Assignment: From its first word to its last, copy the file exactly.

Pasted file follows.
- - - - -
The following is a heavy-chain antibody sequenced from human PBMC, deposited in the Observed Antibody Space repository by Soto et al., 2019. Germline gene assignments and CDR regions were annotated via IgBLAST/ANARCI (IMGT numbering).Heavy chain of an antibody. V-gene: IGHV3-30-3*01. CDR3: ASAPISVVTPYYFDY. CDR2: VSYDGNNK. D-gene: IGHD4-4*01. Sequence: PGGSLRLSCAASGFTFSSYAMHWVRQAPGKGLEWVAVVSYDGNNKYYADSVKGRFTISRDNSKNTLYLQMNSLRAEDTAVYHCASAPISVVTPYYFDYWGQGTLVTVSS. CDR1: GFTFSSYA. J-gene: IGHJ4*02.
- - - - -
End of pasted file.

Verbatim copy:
The following is a heavy-chain antibody sequenced from human PBMC, deposited in the Observed Antibody Space repository by Soto et al., 2019. Germline gene assignments and CDR regions were annotated via IgBLAST/ANARCI (IMGT numbering).Heavy chain of an antibody. V-gene: IGHV3-30-3*01. CDR3: ASAPISVVTPYYFDY. CDR2: VSYDGNNK. D-gene: IGHD4-4*01. Sequence: PGGSLRLSCAASGFTFSSYAMHWVRQAPGKGLEWVAVVSYDGNNKYYADSVKGRFTISRDNSKNTLYLQMNSLRAEDTAVYHCASAPISVVTPYYFDYWGQGTLVTVSS. CDR1: GFTFSSYA. J-gene: IGHJ4*02.